Chief Justice steps down, senator not censured

During a Student Government Association Judicial Council censure hearing on Wednesday, Dec. 2, the Judicial Council unanimously decided not to censure an SGA senator, and the Chief Justice resigned effective by the end of the semester. 

The Judicial Council launched an investigation on SGA senator John Winstead, who is also an opinion columnist for the Herald, by a majority vote of the council over comments he made against President Gary Ransdell. 

Winstead received an email from Chief Justice Kelsey Luttrell regarding the investigation on Nov. 18. 

“It has come to our attention that you allegedly held a sign stating ‘impeach Ransdell’ at the homecoming football game, and have posted a picture on Facebook expressing similar dissent against the President,” the email reads. 

Luttrell said as she began to investigate the allegation, no student came forth to testify about what Winstead said or did during the football game. However, Luttrell said she found an image on Winstead’s Facebook page.

The image is of Winstead holding up a picture of Ransdell taped to a cardboard box; it includes a speech bubble displaying the message “Josef Stalin was a good Christian who did nothing wrong.” 

Luttrell then said she found a comment on the image asking Winstead whether Ransdell had ever said this, to which Winstead replied, “Given a post structuralist understanding of language, in some sense we all have.” 

The Judicial Council investigated whether this image and subsequent reply warranted a censure or was protected by Winstead’s freedom of speech. 

They reached the unanimous conclusion not to censure Winstead. 

“The Judicial Council has unanimously decided not to censure John Winstead as he has not engaged in any activity that are (sic) not protected by his First Amendment right to the freedom of speech,” Luttrell said. 

Winstead said he is content with the final decision of the Judicial Council. 

“I feel good. I think the process is just fundamentally flawed. The fact that I was even investigated is the problem I’m objecting to,” said Winstead. 

Winstead also said he doesn’t necessarily think the Judicial Council is trying to take away his freedom of speech.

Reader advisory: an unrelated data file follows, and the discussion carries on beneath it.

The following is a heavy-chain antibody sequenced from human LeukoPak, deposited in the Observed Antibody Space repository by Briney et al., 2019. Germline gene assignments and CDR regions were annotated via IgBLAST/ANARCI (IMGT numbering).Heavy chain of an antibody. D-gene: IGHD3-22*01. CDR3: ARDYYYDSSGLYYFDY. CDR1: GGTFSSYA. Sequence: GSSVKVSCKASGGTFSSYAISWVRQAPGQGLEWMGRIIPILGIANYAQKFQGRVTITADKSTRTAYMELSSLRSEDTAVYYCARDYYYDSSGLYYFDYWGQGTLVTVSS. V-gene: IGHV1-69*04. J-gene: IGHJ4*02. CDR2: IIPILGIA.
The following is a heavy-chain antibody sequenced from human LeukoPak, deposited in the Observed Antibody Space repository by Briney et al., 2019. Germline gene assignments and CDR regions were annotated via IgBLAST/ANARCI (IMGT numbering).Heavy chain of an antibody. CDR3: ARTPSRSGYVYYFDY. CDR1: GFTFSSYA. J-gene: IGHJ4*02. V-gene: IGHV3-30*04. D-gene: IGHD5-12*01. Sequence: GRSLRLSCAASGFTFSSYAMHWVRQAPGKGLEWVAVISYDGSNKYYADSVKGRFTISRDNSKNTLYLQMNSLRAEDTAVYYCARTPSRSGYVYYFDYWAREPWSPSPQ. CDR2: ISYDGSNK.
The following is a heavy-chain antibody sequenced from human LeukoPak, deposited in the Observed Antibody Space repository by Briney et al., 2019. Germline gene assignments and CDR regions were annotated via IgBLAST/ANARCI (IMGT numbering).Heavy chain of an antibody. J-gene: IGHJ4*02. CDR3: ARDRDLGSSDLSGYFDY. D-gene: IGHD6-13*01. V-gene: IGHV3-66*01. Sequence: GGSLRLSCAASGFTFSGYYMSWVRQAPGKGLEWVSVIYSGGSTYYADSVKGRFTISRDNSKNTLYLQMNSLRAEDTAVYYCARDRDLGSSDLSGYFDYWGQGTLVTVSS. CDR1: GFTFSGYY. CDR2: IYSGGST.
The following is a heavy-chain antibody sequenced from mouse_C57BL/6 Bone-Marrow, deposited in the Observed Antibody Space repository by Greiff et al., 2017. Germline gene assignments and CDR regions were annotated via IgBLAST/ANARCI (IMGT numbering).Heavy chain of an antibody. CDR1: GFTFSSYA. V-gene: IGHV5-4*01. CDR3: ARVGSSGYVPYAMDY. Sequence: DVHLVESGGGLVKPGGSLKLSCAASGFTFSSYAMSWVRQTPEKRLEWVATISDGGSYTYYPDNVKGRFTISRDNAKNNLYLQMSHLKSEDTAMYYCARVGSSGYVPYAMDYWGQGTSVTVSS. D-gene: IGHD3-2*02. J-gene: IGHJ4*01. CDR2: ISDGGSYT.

“It reveals the cracks in the system that if a Judicial Council member doesn’t agree with the speech then suddenly this can happen,” said Winstead. 

Judy Rohrer, assistant professor and director of the Institute for Citizenship and Social Responsibility also doesn’t agree with the hearing. 

“I don’t think the hearing was necessary. I think the hearing was misguided. It sounds like Judicial Council hasn’t been meeting and they were encouraged to become active. And then they started going after things,” Rohrer said. 

Rohrer is proud of Winstead as a student and the work he has done for the campus. 

“I feel like the work that John Winstead and other student activists have been doing on campus is really a breath of fresh air,” she said. 

Rohrer feels like this is a good example of students being outspoken for their needs and wants from a public institution. 

“I think questioning authority is very healthy for a student body. It’s part of the critical thinking and civic engagement that universities are suppose to be nursing,” she said. 

Luttrell said the Judicial Council was only doing what was asked of them from the SGA Senate and SGA Executive Cabinet earlier in the semester. 

“We were asked to be more active this year,” said Luttrell. “We truly felt it necessary to investigate the student to ensure his actions did not surpass what he’s legally protected to do through freedom of speech.” 

Luttrell said she stands by the final decision the Judicial Council made. 

“I think it was the absolute correct decision. We decided to go through with the hearing because we felt that’s what the procedures that were in place required us to do,” she said. 

During closing comments, Luttrell announced she was stepping down as Chief Justice at the end of the semester.

“As a leader you must make decisions, and the Judicial Council decided to investigate the student and follow procedure to the best of our knowledge. As a result, we’ve been publicly ridiculed not only by the student body, but by members of SGA,” she said. “With a lack of support from fellow SGA members, faculty, staff — for those reasons among many others — I will step down as Chief Justice.” 

A quote reading “…have been doing on campus is really a fresh of breath air,” has been corrected to read “…have been doing on campus is really a breath of fresh air.” The Herald regrets the error.